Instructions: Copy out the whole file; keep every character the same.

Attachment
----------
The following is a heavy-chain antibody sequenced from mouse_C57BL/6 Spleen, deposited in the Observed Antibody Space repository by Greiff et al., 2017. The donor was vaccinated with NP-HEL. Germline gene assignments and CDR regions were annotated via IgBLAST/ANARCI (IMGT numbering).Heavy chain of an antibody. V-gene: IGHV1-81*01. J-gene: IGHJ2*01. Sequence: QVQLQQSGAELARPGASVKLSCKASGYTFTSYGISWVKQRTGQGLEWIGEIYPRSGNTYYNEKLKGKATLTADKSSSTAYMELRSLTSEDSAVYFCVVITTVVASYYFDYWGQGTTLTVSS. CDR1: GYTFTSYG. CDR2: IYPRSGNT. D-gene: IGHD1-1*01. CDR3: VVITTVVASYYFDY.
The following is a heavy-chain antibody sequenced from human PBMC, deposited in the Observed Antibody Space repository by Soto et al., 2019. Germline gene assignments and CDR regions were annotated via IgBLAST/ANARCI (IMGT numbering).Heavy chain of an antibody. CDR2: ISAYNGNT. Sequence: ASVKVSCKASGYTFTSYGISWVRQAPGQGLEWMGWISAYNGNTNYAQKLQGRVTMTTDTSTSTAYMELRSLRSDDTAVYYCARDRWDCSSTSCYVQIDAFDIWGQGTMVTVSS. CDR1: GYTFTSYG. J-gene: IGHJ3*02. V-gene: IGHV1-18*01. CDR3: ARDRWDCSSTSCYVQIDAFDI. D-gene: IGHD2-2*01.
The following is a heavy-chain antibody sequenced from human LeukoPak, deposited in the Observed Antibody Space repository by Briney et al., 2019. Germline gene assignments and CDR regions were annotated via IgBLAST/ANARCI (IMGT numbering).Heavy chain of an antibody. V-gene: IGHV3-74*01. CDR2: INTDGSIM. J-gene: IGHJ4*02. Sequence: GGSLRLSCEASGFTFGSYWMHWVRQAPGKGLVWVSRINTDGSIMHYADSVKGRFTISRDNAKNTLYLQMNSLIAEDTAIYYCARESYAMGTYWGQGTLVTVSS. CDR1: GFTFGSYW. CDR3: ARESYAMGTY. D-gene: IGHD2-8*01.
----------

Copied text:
The following is a heavy-chain antibody sequenced from mouse_C57BL/6 Spleen, deposited in the Observed Antibody Space repository by Greiff et al., 2017. The donor was vaccinated with NP-HEL. Germline gene assignments and CDR regions were annotated via IgBLAST/ANARCI (IMGT numbering).Heavy chain of an antibody. V-gene: IGHV1-81*01. J-gene: IGHJ2*01. Sequence: QVQLQQSGAELARPGASVKLSCKASGYTFTSYGISWVKQRTGQGLEWIGEIYPRSGNTYYNEKLKGKATLTADKSSSTAYMELRSLTSEDSAVYFCVVITTVVASYYFDYWGQGTTLTVSS. CDR1: GYTFTSYG. CDR2: IYPRSGNT. D-gene: IGHD1-1*01. CDR3: VVITTVVASYYFDY.
The following is a heavy-chain antibody sequenced from human PBMC, deposited in the Observed Antibody Space repository by Soto et al., 2019. Germline gene assignments and CDR regions were annotated via IgBLAST/ANARCI (IMGT numbering).Heavy chain of an antibody. CDR2: ISAYNGNT. Sequence: ASVKVSCKASGYTFTSYGISWVRQAPGQGLEWMGWISAYNGNTNYAQKLQGRVTMTTDTSTSTAYMELRSLRSDDTAVYYCARDRWDCSSTSCYVQIDAFDIWGQGTMVTVSS. CDR1: GYTFTSYG. J-gene: IGHJ3*02. V-gene: IGHV1-18*01. CDR3: ARDRWDCSSTSCYVQIDAFDI. D-gene: IGHD2-2*01.
The following is a heavy-chain antibody sequenced from human LeukoPak, deposited in the Observed Antibody Space repository by Briney et al., 2019. Germline gene assignments and CDR regions were annotated via IgBLAST/ANARCI (IMGT numbering).Heavy chain of an antibody. V-gene: IGHV3-74*01. CDR2: INTDGSIM. J-gene: IGHJ4*02. Sequence: GGSLRLSCEASGFTFGSYWMHWVRQAPGKGLVWVSRINTDGSIMHYADSVKGRFTISRDNAKNTLYLQMNSLIAEDTAIYYCARESYAMGTYWGQGTLVTVSS. CDR1: GFTFGSYW. CDR3: ARESYAMGTY. D-gene: IGHD2-8*01.